Garden Diary - June 2013

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Wednesday, 26 June 2013
Water Plants at Aquascapes

Off to Aquascapes. What does the name suggest to you - a water park, a landscape with water prominently featured, somewhere with water lilies?

. . . .

Well, yes. There are water lilies at Aquascapes Unlimited. That's not their focus though.

Native plants for wet places, and especially native insectivorous plants like this planting bed of Sarracenia flava.

Their plants, both species and hybrids, are raised from seed. The large numbers allow for variations
to show up - some uniformly chartreuse green, others embellished with burgundy veining.

. . . .

I like the veining. Was also impressed by these supersize plants. Perhaps they are developing a pest control variation.
These look large enough to swallow mice, don't you agree?

What also impressed me were the quality of their "weeds." Lovely pink bog orchids, Calopogon tuberosus

casually thriving among the sarracenia.


And if that's not sufficiently high quality weed for you, how about Calopogon tuberosus albus
mingling with Sarracenia leucophylla. Looks quite elegant to me.

And then there were some sarracenia with double flowers.

Insectivorous plants evolved in nutrient-poor sites. They get their nitrogen by digesting insects.
Venus flytraps close a modified hinged leaf to trap gnats and flies. Pitcher plants, Sarracenia have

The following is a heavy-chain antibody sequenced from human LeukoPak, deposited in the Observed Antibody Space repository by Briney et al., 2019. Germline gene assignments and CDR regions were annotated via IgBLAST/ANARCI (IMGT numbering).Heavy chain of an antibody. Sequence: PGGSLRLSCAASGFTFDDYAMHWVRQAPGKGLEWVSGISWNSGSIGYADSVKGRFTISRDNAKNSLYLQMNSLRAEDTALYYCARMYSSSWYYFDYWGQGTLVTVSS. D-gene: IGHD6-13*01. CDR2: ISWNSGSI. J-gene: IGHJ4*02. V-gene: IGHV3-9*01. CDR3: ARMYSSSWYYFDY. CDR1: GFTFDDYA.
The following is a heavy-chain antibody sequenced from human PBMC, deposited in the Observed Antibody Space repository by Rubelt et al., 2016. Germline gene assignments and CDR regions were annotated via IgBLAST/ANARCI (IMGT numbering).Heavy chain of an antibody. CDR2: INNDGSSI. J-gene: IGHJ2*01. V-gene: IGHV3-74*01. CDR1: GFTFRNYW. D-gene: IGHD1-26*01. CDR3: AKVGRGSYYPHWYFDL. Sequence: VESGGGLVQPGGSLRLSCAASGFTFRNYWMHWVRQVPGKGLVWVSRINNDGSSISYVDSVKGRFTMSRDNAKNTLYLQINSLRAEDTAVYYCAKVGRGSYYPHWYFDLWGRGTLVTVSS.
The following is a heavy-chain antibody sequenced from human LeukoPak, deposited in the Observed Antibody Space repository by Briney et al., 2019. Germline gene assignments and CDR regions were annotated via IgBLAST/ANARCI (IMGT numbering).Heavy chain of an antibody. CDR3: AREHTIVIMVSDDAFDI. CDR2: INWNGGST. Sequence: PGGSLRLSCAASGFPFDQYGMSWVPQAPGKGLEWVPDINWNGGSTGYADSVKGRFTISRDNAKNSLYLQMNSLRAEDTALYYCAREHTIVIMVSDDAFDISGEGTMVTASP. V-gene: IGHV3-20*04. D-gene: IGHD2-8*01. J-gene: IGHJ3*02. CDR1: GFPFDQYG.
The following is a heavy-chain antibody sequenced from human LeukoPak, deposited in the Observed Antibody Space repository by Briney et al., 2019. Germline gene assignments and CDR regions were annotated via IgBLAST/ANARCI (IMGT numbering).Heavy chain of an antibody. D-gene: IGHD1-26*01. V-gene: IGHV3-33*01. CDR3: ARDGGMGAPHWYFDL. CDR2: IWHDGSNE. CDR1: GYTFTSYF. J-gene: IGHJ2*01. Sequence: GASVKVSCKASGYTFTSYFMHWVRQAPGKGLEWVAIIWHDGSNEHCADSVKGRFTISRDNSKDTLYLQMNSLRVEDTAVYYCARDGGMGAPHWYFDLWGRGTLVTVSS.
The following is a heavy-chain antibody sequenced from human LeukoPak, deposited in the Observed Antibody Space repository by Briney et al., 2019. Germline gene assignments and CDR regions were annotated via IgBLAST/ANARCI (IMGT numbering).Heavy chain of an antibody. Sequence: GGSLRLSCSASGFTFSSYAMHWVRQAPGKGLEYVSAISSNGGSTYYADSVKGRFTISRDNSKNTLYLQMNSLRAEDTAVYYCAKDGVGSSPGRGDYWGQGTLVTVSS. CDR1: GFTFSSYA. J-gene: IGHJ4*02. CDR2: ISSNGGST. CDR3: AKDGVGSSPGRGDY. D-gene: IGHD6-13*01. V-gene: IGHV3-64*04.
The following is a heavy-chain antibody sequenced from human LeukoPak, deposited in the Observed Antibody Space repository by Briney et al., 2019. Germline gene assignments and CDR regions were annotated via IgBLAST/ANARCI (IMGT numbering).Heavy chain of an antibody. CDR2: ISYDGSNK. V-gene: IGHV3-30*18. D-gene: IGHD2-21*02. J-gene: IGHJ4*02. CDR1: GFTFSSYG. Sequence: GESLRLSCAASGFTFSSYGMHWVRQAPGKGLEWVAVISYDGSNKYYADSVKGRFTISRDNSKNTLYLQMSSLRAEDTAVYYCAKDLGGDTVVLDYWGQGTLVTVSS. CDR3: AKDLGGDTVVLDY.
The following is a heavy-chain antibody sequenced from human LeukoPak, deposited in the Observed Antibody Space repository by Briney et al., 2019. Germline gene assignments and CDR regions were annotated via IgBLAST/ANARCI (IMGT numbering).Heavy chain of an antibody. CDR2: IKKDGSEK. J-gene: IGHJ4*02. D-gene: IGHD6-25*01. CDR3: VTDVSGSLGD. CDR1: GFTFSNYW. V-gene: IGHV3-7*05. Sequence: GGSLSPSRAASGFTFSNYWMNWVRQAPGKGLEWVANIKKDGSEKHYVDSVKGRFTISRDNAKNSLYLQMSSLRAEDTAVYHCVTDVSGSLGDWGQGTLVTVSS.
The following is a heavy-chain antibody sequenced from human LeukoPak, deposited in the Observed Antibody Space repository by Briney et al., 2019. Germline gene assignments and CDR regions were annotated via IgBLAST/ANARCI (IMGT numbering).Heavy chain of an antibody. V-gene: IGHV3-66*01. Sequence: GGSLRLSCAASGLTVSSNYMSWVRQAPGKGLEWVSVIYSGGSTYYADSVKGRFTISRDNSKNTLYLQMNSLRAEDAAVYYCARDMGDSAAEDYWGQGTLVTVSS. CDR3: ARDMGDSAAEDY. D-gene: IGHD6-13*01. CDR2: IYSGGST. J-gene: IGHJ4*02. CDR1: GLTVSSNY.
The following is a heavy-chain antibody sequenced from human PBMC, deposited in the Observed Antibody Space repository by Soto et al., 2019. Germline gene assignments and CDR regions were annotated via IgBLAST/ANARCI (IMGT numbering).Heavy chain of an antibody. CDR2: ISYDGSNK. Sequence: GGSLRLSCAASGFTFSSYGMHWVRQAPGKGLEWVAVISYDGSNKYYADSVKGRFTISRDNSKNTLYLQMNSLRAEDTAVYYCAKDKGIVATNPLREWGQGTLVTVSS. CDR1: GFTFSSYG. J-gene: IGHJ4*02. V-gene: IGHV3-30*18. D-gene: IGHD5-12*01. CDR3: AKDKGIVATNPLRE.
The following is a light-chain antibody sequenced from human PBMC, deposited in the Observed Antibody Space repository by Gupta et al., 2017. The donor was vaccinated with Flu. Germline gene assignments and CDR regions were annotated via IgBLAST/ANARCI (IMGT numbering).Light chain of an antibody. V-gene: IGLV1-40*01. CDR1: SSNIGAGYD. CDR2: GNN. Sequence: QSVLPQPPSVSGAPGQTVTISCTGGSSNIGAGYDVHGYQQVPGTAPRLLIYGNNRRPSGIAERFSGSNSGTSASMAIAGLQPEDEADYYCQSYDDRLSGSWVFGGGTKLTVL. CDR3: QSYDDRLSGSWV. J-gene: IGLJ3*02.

a different kind of modified leaf, like a hollow tube with downward pointing hairs. Insects slip inside
and cannot climb out, drown in a pool of liquid, becoming a nitrogen-rich soup to nourish the plants.

And sundews, Drosera species, have sticky hairs that glisten in the daylight,
functioning like living flypaper to trap the insects.

Water hyacinth, Eichornia crassipes, is not a native, banned from inter-state sale, and fortunately not hardy in our area.
It floats on the surface of the water, pushed around by a breeze. Its mat of roots makes a spawning area for fish. It can
multiply so vigorously that the plants choke canals in Florida. Manatees eat it but alas, no manatees in Pennsylvania.


The real reason I'm here, sneaking in and playing Mata Hari (no trench coat) is to pick up
a pot of Hydrocotyle ranunculoides 'Crystal Ball' to trial as a container plant in my garden.
Here is a pdf of the press release. Aquascapes is a wholesale only nursery so it is not available
this year while they bulk up stock. Look for 'Crystal Ball' at your quality retail nurseries in 2014.

Aquascapes Unlimited. Waterlilies, yes, and also a diversity of other plants that like wet feet, anything from a wet meadow to a marsh, swamps to bogs and ponds.

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